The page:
Cash Flows from Financing Activities of Continuing Operations

Cash used for financing activities for the 39 weeks ended October 29, 2011 consisted primarily of $64.3 million for the payment of dividends and $15.2 million for the repurchase of 1.4 million shares as part of our publicly announced repurchase program. Cash used for financing activities for the 39 weeks ended October 30, 2010 consisted primarily of $192.3 million for the repurchase of 14.0 million shares as part of our publicly announced repurchase program, $64.7 million for the payment of dividends, $30.0 million for the full repayment of our demand line borrowings and $18.0 million for the repurchase of common stock from employees for the payment of taxes in conjunction with the vesting of share-based payments.

Credit Facilities

We have borrowing agreements with four separate financial institutions under which we may borrow an aggregate of $295.0 million United States Dollars (“USD”) and $25.0 million Canadian Dollars (“CAD”). Of this amount, $185.0 million USD can be used for demand letter of credit issuances, $50.0 million USD and $25.0 million CAD can be used for demand line borrowings and the remaining $60.0 million USD can be used for either letters of credit or demand line borrowings at our discretion. These lines are provided at the discretion of the respective financial institutions and are subject to their periodic review.

 

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As of October 29, 2011, we had outstanding demand letters of credit of $43.7 million USD and no demand line borrowings. The availability of any future borrowings is subject to acceptance by the respective financial institutions.

Capital Expenditures for Property and Equipment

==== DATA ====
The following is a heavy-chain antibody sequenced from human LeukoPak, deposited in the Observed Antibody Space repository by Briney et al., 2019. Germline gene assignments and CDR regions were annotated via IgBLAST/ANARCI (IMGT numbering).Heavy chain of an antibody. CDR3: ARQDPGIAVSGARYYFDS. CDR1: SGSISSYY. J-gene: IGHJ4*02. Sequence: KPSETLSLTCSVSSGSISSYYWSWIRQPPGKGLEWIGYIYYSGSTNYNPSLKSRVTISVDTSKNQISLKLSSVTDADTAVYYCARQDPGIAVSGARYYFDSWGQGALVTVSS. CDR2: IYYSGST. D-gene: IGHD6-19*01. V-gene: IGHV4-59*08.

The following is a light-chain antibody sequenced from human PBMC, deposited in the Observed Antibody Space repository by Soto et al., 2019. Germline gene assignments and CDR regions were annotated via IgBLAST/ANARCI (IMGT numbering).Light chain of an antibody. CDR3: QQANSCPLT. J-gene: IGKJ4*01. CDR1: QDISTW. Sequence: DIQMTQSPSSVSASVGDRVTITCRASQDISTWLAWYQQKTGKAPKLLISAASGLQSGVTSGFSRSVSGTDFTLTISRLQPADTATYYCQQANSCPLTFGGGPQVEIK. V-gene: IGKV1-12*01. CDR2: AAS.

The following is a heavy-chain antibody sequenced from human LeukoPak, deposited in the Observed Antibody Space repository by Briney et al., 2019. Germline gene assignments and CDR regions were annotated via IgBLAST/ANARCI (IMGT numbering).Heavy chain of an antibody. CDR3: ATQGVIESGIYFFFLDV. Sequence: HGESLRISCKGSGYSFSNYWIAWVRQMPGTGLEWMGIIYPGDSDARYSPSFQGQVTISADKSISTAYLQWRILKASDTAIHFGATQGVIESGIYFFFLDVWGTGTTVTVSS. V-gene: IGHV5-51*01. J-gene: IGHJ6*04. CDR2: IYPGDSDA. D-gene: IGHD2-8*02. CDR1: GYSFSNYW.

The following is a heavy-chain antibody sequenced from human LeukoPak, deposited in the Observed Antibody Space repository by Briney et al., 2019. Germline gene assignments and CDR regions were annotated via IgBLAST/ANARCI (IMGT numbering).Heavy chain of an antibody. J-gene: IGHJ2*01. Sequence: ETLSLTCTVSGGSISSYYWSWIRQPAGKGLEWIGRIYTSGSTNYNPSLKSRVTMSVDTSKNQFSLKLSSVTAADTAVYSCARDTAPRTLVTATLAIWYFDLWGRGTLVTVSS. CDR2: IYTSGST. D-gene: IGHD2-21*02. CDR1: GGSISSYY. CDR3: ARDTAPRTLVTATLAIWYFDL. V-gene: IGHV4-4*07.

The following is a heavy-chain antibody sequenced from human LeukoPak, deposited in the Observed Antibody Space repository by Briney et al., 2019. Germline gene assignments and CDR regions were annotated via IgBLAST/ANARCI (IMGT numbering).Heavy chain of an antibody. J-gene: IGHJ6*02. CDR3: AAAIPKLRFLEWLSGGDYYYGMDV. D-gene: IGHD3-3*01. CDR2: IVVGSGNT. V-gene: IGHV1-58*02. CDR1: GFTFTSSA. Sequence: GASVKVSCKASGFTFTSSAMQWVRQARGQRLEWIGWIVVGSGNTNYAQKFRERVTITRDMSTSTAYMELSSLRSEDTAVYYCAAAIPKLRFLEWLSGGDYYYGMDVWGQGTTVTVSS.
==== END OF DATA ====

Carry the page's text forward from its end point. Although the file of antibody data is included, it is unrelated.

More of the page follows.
Capital expenditures for the 39 weeks ended October 29, 2011 were $96.7 million and included $69.5 million related to investments in our stores, including 33 new AE, aerie and 77kids stores, and 59 remodels. Additionally, we continued to support our infrastructure growth by investing in information technology initiatives ($12.2 million), the improvement and expansion of our distribution centers ($9.5 million), and other home office projects ($5.5 million).

For Fiscal 2011, we expect capital expenditures to be approximately $100 million, which includes the holiday accessory expansion initiative.

Stock Repurchases

During the 39 weeks ended October 29, 2011, we repurchased 1.4 million shares as part of our publicly announced share repurchase program for approximately $15.2 million, at a weighted average price of $11.10 per share. During the 39 weeks ended October 30, 2010, we repurchased 14.0 million shares as part of our publicly announced share repurchase program for approximately $192.3 million, at a weighted average price of $13.73 per share. As of October 29, 2011, we had 13.1 million shares remaining authorized for repurchase. These shares may be repurchased at our discretion. During Fiscal 2010, our Board of Directors (the “Board”) extended the current remaining share repurchase authorization, originally authorized in Fiscal 2007, through February 2, 2013.